Your Call Is Important …Just Not To Us

Posted in Uncategorized on March 11, 2013 by gofigureharvey

This has been one of those weeks, when every aggravating thing that could happen happened. I attempted to file my taxes and discovered I have to pay Uncle Sam $858. I burned my forearm taking baked haddock out of the oven, proving once and for all two theories I’ve long held: that eating healthy and using kitchen appliances are both hazardous undertakings. I tried to pick up a prescription for medication I’ve been taking since I was 12 years old – for Chrissakes, Nixon was beginning his first term! – and I was told it’s no longer covered under my insurance. What’s that you say, Mr. Walgreen? Not covered? THYROID medication? Wait. Neither are my generic acid reflux meds? The ones I take for the heartburn caused by injustices such as owing the IRS 800 clams?

I’m one of those lucky sonofaguns forced by the city into signing up for the less-than-awesome health insurance it foisted upon its employees. In a word? It stinks. It costs a bundle, the coverage rots, and surprises like this one aren’t anything new. It’s known as Advantage Worcester/ Fallon Community Health Plan  – or is it Reliant? (The insurance plan formally known as Prince? I joke to keep from weeping. These HMOs have more umbrellas than a golf course in a rain storm.) I had to snake my way through four phone numbers before I got CVS/Caremark on the phone. I listened to terrible harpsichord music and sour Spanish guitar solos and finally spoke with Brandon who didn’t know why I can’t get my prescriptions filled. However, I was given a 1-800 number I can call, but not tonight because they close at 5:00 PM. Brandon said he’d be right back with suggested alternatives to my prescriptions, but after 28 minutes of that guitar, my phone battery died. Alternatives? Like what? Baking soda? Voodoo?

You know damned well I slip the prefix “DIS” in front of “Advantage” every chance I get. Just as I never miss the opportunity to refer to that branch of City Hall that handles benefits as “INhuman Resources.” I’d tell them that I refer to their department this way, but they never answer the phone. Ever. It just rings and rings and rings…

I’m guessing my thyroid meds, which were covered in January but not in March, are the victims of over-diagnosis. Too many people must be suffering from hypo or hyperthyroidism, leading the pharmaceutical companies to suspect that they can make more dough if they charge us full price. Do  they toss cash in the direction of the insurance companies refusing to cover? That would be criminal, and I’m sure no insurance company would every do such a thing,because their only concern is the welfare of their members.Forgive me for suggesting it. What was I thinking? I must be goofy from the pain I’m suffering without the acid refux meds I should be taking – the ones that will now cost me $54 every month.This crappy insurance was rammed down our collective throats faster than you can say “colonoscopy” three times while having one.We had about 10 minutes to decide what we wanted when we were literally herded into the sign-up like aging palaminos headed to the glue factory, supposedly to meet a deadline or GOD HELP US! go without coverage.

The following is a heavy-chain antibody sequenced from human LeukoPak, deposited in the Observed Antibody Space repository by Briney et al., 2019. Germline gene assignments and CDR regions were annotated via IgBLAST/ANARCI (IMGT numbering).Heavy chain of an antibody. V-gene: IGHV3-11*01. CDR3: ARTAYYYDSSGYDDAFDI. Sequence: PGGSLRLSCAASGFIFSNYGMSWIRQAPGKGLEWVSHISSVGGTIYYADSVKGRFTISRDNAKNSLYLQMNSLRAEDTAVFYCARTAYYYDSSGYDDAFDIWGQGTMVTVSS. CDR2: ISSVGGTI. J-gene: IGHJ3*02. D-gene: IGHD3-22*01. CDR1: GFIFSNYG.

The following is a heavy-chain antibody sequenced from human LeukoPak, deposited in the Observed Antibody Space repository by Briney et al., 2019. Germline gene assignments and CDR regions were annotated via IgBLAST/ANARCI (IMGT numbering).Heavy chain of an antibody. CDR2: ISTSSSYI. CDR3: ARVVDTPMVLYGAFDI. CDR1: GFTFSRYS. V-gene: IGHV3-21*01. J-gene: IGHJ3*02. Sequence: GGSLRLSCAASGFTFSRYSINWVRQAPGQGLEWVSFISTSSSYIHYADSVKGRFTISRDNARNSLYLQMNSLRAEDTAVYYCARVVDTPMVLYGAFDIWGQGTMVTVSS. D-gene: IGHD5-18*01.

DISadvantage Worcester/FCHP aka Reliant? I don’t know anymore, but one day, when I went to pick up my medicine at the Plantation St. location, the CVS/Caremark pharmacy was boarded up and apparently left town faster than a bandit with a sheriff’s posse in hot pursuit.  All I know is, DISadvantage drains my wallet every two weeks and provides me with a whole lotta nuthin’ in return. The City obviously stuck us with this cut-rate mess to save a few bucks. Can you say : “Open Enrollment?” I know I’ll be saying it; I’d say it now, but I’m still on hold.